That thread is here Rich Black Tips, Information, and Formulae

                                                      • 24. Re: CMYK "Rich Black" information and Tips
                                                        Monika Gause Adobe Community Professional & MVP

                                                        fenris64  schrieb

                                                         

                                                        Interestingly, in Illustrator CC (2018), when I converted my black (K) type to CMYK, the previous 100%K value played out automatically to the four values in your example.

                                                        Which color mode was the file?

                                                        • 25. Re: CMYK "Rich Black" information and Tips
                                                          fenris64 Level 1

                                                          The file is RGB, and the working space is Adobe RGB (1998).

                                                          • 26. Re: CMYK "Rich Black" information and Tips
                                                            fenris64 Level 1

                                                            Could be, but maybe Illustrator is getting better at conversions on-the-fly?

                                                            Colourspace of the file is RGB (despite K-only values initially) and the Colour settings are Adobe RGB (1998).

                                                            • 27. Re: CMYK "Rich Black" information and Tips
                                                              Monika Gause Adobe Community Professional & MVP

                                                              fenris64  schrieb

                                                               

                                                              The file is RGB, and the working space is Adobe RGB (1998).

                                                              Then you shouldn't ask why 100K is converted to muddy black immediately.

                                                               

                                                              100K only stays 100K when you're in CMYK document color mode.

                                                              • 28. Re: CMYK "Rich Black" information and Tips
                                                                MikeGondek Adobe Community Professional & MVP

                                                                1) 60c 40my 100k is my basis for making a neutral rich black and the DMAX is 260 which works for most everyone.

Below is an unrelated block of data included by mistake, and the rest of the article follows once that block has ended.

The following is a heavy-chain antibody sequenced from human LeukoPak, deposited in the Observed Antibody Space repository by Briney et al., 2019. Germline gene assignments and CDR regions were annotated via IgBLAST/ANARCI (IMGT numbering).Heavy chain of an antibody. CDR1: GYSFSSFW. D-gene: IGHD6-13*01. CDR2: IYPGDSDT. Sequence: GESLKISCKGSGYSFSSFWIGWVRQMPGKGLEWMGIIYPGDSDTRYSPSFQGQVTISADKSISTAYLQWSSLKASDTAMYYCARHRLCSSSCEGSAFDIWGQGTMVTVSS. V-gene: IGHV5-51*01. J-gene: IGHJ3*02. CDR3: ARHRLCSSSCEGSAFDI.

2) I use rich black on large areas than print with black, or in my retouching when I need a very dark representation o extend my color gamut of the image.

                                                                 

                                                                3) Yes, even less chance of issues with digital.

                                                                 

                                                                4) I do not use rich black on thin black type, not worth the trapping issues and result.

                                                                 

                                                                For extra bold type that is large will do especially when registration is tight as on litho.

                                                                 

                                                                Be careful not to send 100CMYK backgrounds to a fiery laser printer. There is so much ink, this get gummy and the paper folds over and gets caught up in the fuser, often resulting in the cost of a new $250+ fuser assembly. Other laser printers in the past the toner get so thick it cracks and  flakes off getting very messy.

                                                                • 29. Re: CMYK "Rich Black" information and Tips
                                                                  fenris64 Level 1

                                                                  Well, I did not ask that question and did not decry muddy black.

                                                                   

                                                                  I instead noted the conversion to “rich black” values when changing display from 100K to CMYK values.